Prepare to be underwhelmed.

Spinning a Yarn With Twine

In which I write a mediocre game (no shame).

I have to admit, I know very little about games, or gaming. I have played video games, but I am really picky and have never really enjoyed the “point and shoot games” and unfortunately, for a very long time I incorrectly assumed that is what most video games are. Currently, I am in the middle of trying out The Witcher PC game series as well as another called Grow: Song of the Evertree (most definitely child-friendly), because I was stressed and wanted a really easy, cottage-core type game to play, but can’t afford the console needed to play Animal Crossing. Anyway.

That said, I am really intrigued by the process of writing a game storyline; I have written one small campaign for D&D, where players can (to a point) pick and choose the direction the story goes, so I have about 0.5% of an idea of how it might work.

Twine is brand new for me. I had no idea it even existed. This, combined with the no doubt superior knowledge I hold from regularly playing TWO PC games and writing exactly one RPG game for friends, made me destined for success.


I do struggle with anxiety, and after reading the articles for this week’s class, I was inspired by Depression Quest to try a more honest, mental health approach. I am, as mentioned, rather stressed out and the last thing I want to do is actually induce additional anxiety, so I decided to try and make my Twine story something I would find comforting, rather than gut-wrenchingly educational. Also I like Halloween.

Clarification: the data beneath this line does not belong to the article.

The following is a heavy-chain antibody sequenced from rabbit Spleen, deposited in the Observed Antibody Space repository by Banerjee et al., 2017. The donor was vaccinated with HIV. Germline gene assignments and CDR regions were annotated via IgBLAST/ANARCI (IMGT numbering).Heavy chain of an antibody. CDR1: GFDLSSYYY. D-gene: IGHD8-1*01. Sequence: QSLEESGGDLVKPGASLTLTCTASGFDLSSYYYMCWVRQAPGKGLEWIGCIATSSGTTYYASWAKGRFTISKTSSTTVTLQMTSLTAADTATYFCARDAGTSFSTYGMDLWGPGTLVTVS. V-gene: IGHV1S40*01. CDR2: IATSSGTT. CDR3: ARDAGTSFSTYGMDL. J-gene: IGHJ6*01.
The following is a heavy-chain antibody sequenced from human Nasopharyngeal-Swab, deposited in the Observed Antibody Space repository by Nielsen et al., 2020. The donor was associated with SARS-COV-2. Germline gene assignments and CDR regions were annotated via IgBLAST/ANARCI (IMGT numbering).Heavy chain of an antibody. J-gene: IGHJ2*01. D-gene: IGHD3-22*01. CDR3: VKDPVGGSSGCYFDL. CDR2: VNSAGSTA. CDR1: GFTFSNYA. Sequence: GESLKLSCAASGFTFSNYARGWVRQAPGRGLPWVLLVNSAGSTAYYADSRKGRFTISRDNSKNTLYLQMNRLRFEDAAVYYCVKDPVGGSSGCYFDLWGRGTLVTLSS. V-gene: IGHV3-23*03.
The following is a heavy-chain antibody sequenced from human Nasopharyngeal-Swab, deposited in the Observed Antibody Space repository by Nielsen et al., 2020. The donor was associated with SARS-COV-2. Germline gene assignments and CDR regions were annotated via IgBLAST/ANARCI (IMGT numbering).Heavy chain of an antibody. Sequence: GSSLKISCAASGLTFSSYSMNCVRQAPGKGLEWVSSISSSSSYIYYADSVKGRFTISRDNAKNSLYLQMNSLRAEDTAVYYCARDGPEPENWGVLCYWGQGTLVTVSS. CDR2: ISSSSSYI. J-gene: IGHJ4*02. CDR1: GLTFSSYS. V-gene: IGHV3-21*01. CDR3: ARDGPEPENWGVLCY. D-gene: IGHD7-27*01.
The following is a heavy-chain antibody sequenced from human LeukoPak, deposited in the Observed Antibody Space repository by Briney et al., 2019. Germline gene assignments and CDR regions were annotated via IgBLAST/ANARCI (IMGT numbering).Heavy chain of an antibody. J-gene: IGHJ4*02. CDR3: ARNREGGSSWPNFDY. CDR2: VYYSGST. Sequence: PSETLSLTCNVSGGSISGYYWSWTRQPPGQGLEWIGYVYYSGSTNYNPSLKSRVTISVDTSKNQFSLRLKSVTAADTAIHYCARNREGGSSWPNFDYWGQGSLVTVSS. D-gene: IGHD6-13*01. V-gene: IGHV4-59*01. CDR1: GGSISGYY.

The jury is out on whether I did okay or not.

(It took me a bit to figure out how to embed the game into the page; originally I just provided a link to the web version.)

While my game is not award-winning, and likely has a bug or typo I missed somewhere, I did have fun linking certain responses together and weaving a (tiny) web of story possibilities. I tried to go for a theme of positive self-talk. I feel like I ended up with something that is imperfect, but with a lot more time and thought I could develop something I am much happier with (I would need quite a while to think about how to shape my messaging without being problematic).

I wish that gatekeeping was not such a huge issue with gaming; the value of Twine games, to me, is not “lesser than” more traditional video games. They are simply different. Everything is made up, and no method of creating things is so sacred that people need to be excluded. Anything that involves effort and that has thought and meaning behind it is worth existing and celebrating, whether that thing exists simply for enjoyment or as an educational tool. This goes especially for things that are intended to help people understand other people.

Photo by Liz West1

  1. “pumpkin patch,” 2012. liz west. Flickr, CC BY-NC-ND 2.0 DEED. ↩︎


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